Transcending the Disposable: In Conversation with Artist Louise Richardson
Louise Richardson’s artworks exist in their own concept of time, reality and beauty, giving an aesthetic nod to Alice in Wonderland while masterfully piecing the natural progression of materials into a dainty construction of stories open to individual interpretation. Louise weaves a tapestry of mystical, feminine and dream-like reality, working with a fascinating range of materials, often discarded and elemental ones, such as rusty nails, dusty photographs or shed snakeskin, to name a few.
Her fragile pieces beautifully amalgamate decay and rebirth and the circular existence of each material included in her artwork. Through her work, we are invited to question our view on beauty and on the meaning of everyday objects – discarded ones that we have no use for anymore. The clothing pieces she constructs are not wearable. They are “unconsumable” other than through our senses, thus rendering their existence far from a disposable commodity.
Words by Sophia Schwan, Photos by Anna Rosa Krau
Sophia: You manage to extract time, moulding it into a surreal, textural and otherworldly creation that is rich with storytelling. From your clothing designs to mixed media pieces, each artwork can almost be read like a mid-century novel. What is your inspiration, your web of dreams?
Louise: The idea of telling stories is very important to me, taking everyday objects and creating tales. Within art, anything is possible: scale, materiality and time don’t matter, and animals and humans coexist on the same level. The diversity of materials within my work, both found and processed, give me the opportunity and freedom to invent metaphors, which run parallel with the subject matter.
It seems that you predominantly work with materials that have an expiration date or are already in the process of decay. Your artwork often appears as though it would crumble when touched, giving it this beautiful transience and natural feel. What kind of materials do you work with to create your delicate pieces?
The materials I use tend to be natural, elemental or found objects – they come with their own stories or inspire new ones. The clothes are often unwearable, physically too small, fragile or heavy, with materials ranging from nails, shed snake skins, dandelion clocks, razors shells, cobwebs and thorns. Often the objects and images are frail and transient, but by reinventing, combining, observing and retelling their tales gives them a new sense of life, place, preservation and resilience.
When it comes to your clothing designs, you create pieces for a female character ranging from child to adult. What kind of girl or woman do you envision when you are piecing your designs together?
I don’t tend to have a person in mind when making the pieces, allowing them space to tell their own stories; it’s like finding a discarded garment or shoe on the side of a path, not owned by anyone. This also allows for interpretation of the story and a connection with materials which are predominantly natural, involving and including the viewer in the dialogue, questioning the maker’s intention, interpretation of the wearer and how one would feel owning or wearing this garment. This aims to encourage storytelling and engagement with the pieces; I wouldn’t want the work to be too prescriptive.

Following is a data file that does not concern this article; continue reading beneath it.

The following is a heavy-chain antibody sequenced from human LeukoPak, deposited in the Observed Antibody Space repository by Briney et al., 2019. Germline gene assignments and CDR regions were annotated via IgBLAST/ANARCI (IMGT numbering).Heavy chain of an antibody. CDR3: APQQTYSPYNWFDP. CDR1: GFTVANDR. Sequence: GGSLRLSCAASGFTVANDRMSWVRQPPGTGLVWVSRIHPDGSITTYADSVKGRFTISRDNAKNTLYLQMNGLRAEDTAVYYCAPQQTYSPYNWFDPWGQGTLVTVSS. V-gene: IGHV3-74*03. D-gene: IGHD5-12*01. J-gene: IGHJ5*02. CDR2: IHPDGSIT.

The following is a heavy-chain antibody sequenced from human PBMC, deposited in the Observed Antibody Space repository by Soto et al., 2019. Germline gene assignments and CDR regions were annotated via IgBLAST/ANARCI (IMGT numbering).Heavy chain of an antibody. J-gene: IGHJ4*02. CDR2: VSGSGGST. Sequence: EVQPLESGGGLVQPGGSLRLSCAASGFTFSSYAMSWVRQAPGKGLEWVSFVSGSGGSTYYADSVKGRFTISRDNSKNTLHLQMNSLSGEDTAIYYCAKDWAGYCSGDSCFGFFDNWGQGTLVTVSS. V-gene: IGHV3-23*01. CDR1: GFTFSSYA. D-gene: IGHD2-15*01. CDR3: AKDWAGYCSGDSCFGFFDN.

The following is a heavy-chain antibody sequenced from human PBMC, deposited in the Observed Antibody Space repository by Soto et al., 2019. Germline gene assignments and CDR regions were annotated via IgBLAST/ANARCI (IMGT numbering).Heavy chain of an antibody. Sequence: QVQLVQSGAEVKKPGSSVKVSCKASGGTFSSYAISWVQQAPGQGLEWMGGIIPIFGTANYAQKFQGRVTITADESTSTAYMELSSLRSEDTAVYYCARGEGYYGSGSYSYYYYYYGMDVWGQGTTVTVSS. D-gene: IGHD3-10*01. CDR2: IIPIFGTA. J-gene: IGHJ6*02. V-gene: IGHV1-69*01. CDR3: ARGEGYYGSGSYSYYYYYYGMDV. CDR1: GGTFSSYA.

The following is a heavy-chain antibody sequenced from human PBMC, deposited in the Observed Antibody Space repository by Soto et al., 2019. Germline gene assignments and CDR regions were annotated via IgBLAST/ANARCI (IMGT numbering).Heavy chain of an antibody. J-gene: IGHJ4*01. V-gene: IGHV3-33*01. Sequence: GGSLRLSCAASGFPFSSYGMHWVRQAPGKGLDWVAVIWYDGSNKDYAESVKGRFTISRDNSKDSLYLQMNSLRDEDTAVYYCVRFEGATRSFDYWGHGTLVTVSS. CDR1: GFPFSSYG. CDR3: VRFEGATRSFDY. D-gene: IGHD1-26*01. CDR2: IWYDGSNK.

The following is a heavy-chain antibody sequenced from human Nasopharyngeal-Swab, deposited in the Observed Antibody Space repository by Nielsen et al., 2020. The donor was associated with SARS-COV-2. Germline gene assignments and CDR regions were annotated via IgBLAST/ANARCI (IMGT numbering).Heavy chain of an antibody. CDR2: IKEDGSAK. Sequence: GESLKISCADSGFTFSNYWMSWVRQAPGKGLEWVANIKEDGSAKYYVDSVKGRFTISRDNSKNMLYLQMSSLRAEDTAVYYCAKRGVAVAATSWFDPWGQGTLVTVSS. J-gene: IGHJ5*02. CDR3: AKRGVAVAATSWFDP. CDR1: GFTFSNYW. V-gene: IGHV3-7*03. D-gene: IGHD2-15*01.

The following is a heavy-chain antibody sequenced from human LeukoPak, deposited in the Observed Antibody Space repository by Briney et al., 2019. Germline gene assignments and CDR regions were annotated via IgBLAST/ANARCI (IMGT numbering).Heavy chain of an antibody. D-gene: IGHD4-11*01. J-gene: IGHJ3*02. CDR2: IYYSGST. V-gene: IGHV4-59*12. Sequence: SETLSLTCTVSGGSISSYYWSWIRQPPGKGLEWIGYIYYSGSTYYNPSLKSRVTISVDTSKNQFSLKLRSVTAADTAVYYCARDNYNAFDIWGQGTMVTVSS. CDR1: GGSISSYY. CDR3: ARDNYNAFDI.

A focal aspect of your exploration in art is identity. There are often very old portraits of individuals long gone woven into your stories, your clothing pieces. What do they symbolise? Who are they and how did you come across these images?
By using old and discarded photos I can remove the individuals from the now, the only connection and clue available is the image, and this disconnection allows for the retelling and the recreation of a new story, like the relighting of a candle. The photographs are often found in flea markets or charity shops and always unknown, although I like to have a connection with the image, a feeling there’s a story to be told.
What other topics play a pivotal role in your artwork?
I’m interested in the progression of time, not only as a theme within the work but as a process. The pieces often take time to create, for example, the nail dress which consists of approximately 13,000 nails individually placed and rusted, or the collection and preservation of the dandelion clocks to make ‘Thermal’. Hopefully, the time it takes to make transcends the piece and encourages the viewer to also take time to observe and make connections with the work, holding the viewer’s gaze.
How do you decide on a new project? How do you approach the various stages involved such as research, design and creation?
It often depends which story I want to tell or how an object, garment or photograph inspires. Fundamentally, I must be moved by something or someone and want to translate that into a piece of work, hopefully with integrity. The medium and way of expressing these ideas depend on the theme or object and how materials can underpin and reinforce the intention.
Your creative approach is diverse, ranging from fashion design to collage, to printing. What other forms do you utilise, and which one comes easiest to you?
Although the outcomes are often diverse, they all have common human connections, resulting in artworks that are in fact close to us in our everyday lives.
Thank you Louise!
See more of Louise Richardson’s work here:
Anna Rosa Krau @Klaus Stiegemeyer and Talent and Partner
Sophia Schwan @Klaus Stiegemeyer
Hair & Makeup:
Ksenia Schneider @M4
Dörte de Jesus
Page 1: Blouse: Totême
Page 2: Blouse by Renli Su, Trousers by KM By Lange, Ballerinas by Bevza
Page 3: Blazer and Trousers by KM By Lange, Earrings by Sophie Monet
Page 4: Dress by Shaina Mote
Page 5: Trousers by Lauren Manoogian
Page 6: Blouse by Renli Su (left + right), Blouse by Renli Su, Trousers by KM By Lange, Ballerinas by Bevza (centre)
Sustainable Fashion Editorials: